Second Case of CWD Confirmed in Michigan Deer

By Dana Kobilinsky

Deer
A white-tailed deer in Grand Haven, Michigan. Chronic wasting disease, a fatal neurological disease that affects cervids, was confirmed in the second free-ranging deer in Michigan last week.
Image Credit: H. Michael Miley

Just a little over a month after the first case of Chronic Wasting Disease (CWD) in a free-ranging deer in Michigan was confirmed, a second infected free-ranging deer was detected less than a mile from the initial case.

The fatal neurological disease that affects white-tailed deer, mule deer, elk and moose was confirmed in the two-year-old male white-tailed deer (Odocoileus virginianus) last week in Meridian Township in Ingham County, Michigan. CWD has now been found in free-ranging and captive deer in 23 states in the United States and two Canadian provinces. The disease is established in free-ranging deer in 17 other states including Colorado and Wyoming.

“Given the fact that the first deer confirmed to have CWD was symptomatic, it was clear that it had CWD for a long time,” said Chad Stewart, the deer management specialist at the Michigan Department of Natural resources. “With the number of deer in that area, we expected to find a couple more cases. We certainly did expect to find another that tested positive.”

While the first case was confirmed last month after a homeowner observed a deer exhibiting signs of CWD and then reported it to the Meridian State Police Department, the second case was detected as a result of intensive surveillance efforts on the part of the Michigan departments of Natural Resources (DNR) and Agriculture and Rural Development (MDARD). These efforts include harvesting of deer by sharpshooters and then testing them for the disease, according to Stewart. This deer was not symptomatic, and results of genetic tests to determine if the two positive deer are related to one another are not final.

After the first CWD case in free-ranging deer in Michigan was detected in June, the DNR created a Core CWD Area of nine townships surrounding the area where the initial case was detected. These areas include Lansing, Meridian, Williamstown, Delhi, Alaiedon and Wheatfield townships in Ingham County; Dewitt and Bath townships in Clinton County; and Woodhull Township in Shiawassee County. In these areas, feeding and baiting deer are prohibited and there will be mandatory checking of deer during hunting seasons. Further, in the core area the antlerless deer license quota is unlimited and deer licenses or deer combo licenses, which allow both hunting and fishing, can be used to harvest deer during firearm and muzzleloading seasons. There also will be restrictions on movement of carcasses and taking parts of deer.

The DNR also created a CWD Management Zone, which is bigger than the Core CWD Area and includes three counties including Clinton, Ingham and Shiawassee counties. Here, there will also be baiting and feeding bans as well as voluntary deer-check stations for hunters. “The reason that there’s a scaled down version and a broader version [of management areas] is that we know that one animal has the disease, but we don’t know how prevalent and geographically spread the disease is,” Stewart said. “We’re taking as much care as we can on a larger scale to prevent the potential spread of the disease without limiting or impacting hunter participation too much. We want to limit the potential spread if it is broader than we know already.”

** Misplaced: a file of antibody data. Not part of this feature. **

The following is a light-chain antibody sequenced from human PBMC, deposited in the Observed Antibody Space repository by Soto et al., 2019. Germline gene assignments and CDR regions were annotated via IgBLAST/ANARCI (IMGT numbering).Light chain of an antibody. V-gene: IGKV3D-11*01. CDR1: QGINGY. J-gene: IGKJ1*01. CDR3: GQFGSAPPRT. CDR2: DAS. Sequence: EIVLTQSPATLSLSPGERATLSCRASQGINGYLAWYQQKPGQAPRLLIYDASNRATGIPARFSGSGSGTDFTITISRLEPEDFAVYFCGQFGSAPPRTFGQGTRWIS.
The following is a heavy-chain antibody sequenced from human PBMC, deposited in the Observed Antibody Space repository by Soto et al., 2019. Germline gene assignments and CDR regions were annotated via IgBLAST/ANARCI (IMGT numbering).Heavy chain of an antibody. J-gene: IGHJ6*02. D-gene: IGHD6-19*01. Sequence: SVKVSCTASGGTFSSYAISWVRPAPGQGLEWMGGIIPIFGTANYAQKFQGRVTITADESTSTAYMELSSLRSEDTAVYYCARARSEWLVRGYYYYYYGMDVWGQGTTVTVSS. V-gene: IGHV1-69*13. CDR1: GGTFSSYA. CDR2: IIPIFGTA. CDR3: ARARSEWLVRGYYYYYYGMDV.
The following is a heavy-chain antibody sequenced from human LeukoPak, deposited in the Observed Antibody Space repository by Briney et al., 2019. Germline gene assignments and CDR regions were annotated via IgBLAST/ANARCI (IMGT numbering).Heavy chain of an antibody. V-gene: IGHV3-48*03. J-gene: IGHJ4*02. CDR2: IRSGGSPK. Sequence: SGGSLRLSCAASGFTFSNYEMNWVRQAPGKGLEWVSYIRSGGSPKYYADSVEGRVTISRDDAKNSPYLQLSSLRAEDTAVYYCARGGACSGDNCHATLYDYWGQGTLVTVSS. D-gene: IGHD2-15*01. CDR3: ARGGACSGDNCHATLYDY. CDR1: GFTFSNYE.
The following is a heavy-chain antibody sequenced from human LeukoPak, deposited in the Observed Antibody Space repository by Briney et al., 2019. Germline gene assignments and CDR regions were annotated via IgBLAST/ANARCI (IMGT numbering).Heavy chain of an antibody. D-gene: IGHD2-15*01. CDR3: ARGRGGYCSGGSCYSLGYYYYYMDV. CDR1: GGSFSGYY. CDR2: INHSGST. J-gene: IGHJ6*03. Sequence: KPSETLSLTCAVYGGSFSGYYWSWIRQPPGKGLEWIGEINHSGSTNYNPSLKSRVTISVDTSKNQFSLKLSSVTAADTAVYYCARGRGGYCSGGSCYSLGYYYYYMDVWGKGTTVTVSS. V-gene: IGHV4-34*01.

Eradicating the Disease

For now, the DNR plans to continue intensive surveillance until hunting season begins in September, Stewart said. So far, 304 deer have been tested in the Core CWD Area and only these two cases have tested positive for the disease. “We are continuing with the original plan, which is intensive surveillance until the hunting season basically starts,” Stewart said. “This includes sharpshooting in extreme core areas where we know where the disease is.”

Completely eradicating the disease will be a challenge, according to Stewart, but a challenge the DNR is willing to take on. “We won’t know what the possibility of eradicating the disease is until our surveillance effort is complete,” he said. “We will have a better idea when we test thousands of deer rather than the hundreds that we have tested.” Stewart added that this will be possible when more samples are sent in when hunting season begins.

In order to eradicate CWD, Stewart says it is important to have the support and help from hunters in the area as well citizens. The DNR urges the public to continue to report deer that are unusually thin or are exhibiting unusual behavior such as allowing humans to approach them. The DNR will also continue collecting roadkill in the Core CWD Area and urges individuals to call in any roadkill that they observe as well.

Although there is no evidence that CWD poses any risks to non-cervids including other wildlife or humans, whether it’s through handling contaminated venison or through contact with an infected animal, the U.S. Centers for Disease Control and the World Health Organization urge individuals not to consume the meat of infected animals as a precaution.

Importantly, Stewart said these cases act as a wakeup call that the disease can crop up anywhere. “I think one of the interesting things is that we first found this deer in a suburban area with a densely populated deer population,” Stewart said. “I think it’s a cause for alarm that this disease can spark up anywhere. It’s a wakeup call to keep deer numbers in check wherever they are. This disease can hit anywhere.”

Dana KobilinskyDana Kobilinsky is associate editor at The Wildlife Society. Contact her at dkobilinsky@wildlife.org with any questions or comments about her article. You can follow her on Twitter at @DanaKobi.

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